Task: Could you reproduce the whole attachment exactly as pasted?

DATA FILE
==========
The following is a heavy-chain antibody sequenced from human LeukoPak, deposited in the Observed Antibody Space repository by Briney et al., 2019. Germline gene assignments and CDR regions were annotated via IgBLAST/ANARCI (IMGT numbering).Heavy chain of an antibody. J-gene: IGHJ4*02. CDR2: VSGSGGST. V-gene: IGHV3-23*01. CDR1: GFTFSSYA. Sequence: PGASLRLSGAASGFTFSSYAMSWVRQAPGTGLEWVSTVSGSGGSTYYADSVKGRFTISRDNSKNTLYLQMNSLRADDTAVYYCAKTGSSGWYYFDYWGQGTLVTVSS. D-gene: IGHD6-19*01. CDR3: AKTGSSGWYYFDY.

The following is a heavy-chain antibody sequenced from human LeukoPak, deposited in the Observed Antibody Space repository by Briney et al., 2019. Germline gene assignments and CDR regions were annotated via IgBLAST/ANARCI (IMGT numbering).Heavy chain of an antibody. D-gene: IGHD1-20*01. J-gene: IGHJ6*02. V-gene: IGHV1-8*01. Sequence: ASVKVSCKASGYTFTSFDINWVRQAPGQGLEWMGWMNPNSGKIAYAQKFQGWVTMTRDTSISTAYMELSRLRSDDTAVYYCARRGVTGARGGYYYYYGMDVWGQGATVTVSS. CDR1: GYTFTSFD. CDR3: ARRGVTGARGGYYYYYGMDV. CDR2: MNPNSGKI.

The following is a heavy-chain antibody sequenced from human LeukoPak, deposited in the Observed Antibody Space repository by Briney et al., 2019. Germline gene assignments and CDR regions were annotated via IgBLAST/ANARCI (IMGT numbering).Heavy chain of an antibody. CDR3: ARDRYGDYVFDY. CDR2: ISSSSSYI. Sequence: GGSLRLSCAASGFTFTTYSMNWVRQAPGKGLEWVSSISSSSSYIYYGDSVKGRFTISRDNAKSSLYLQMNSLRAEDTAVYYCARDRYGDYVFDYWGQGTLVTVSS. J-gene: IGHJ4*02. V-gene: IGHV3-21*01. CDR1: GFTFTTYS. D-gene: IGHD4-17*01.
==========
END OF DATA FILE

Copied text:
The following is a heavy-chain antibody sequenced from human LeukoPak, deposited in the Observed Antibody Space repository by Briney et al., 2019. Germline gene assignments and CDR regions were annotated via IgBLAST/ANARCI (IMGT numbering).Heavy chain of an antibody. J-gene: IGHJ4*02. CDR2: VSGSGGST. V-gene: IGHV3-23*01. CDR1: GFTFSSYA. Sequence: PGASLRLSGAASGFTFSSYAMSWVRQAPGTGLEWVSTVSGSGGSTYYADSVKGRFTISRDNSKNTLYLQMNSLRADDTAVYYCAKTGSSGWYYFDYWGQGTLVTVSS. D-gene: IGHD6-19*01. CDR3: AKTGSSGWYYFDY.

The following is a heavy-chain antibody sequenced from human LeukoPak, deposited in the Observed Antibody Space repository by Briney et al., 2019. Germline gene assignments and CDR regions were annotated via IgBLAST/ANARCI (IMGT numbering).Heavy chain of an antibody. D-gene: IGHD1-20*01. J-gene: IGHJ6*02. V-gene: IGHV1-8*01. Sequence: ASVKVSCKASGYTFTSFDINWVRQAPGQGLEWMGWMNPNSGKIAYAQKFQGWVTMTRDTSISTAYMELSRLRSDDTAVYYCARRGVTGARGGYYYYYGMDVWGQGATVTVSS. CDR1: GYTFTSFD. CDR3: ARRGVTGARGGYYYYYGMDV. CDR2: MNPNSGKI.

The following is a heavy-chain antibody sequenced from human LeukoPak, deposited in the Observed Antibody Space repository by Briney et al., 2019. Germline gene assignments and CDR regions were annotated via IgBLAST/ANARCI (IMGT numbering).Heavy chain of an antibody. CDR3: ARDRYGDYVFDY. CDR2: ISSSSSYI. Sequence: GGSLRLSCAASGFTFTTYSMNWVRQAPGKGLEWVSSISSSSSYIYYGDSVKGRFTISRDNAKSSLYLQMNSLRAEDTAVYYCARDRYGDYVFDYWGQGTLVTVSS. J-gene: IGHJ4*02. V-gene: IGHV3-21*01. CDR1: GFTFTTYS. D-gene: IGHD4-17*01.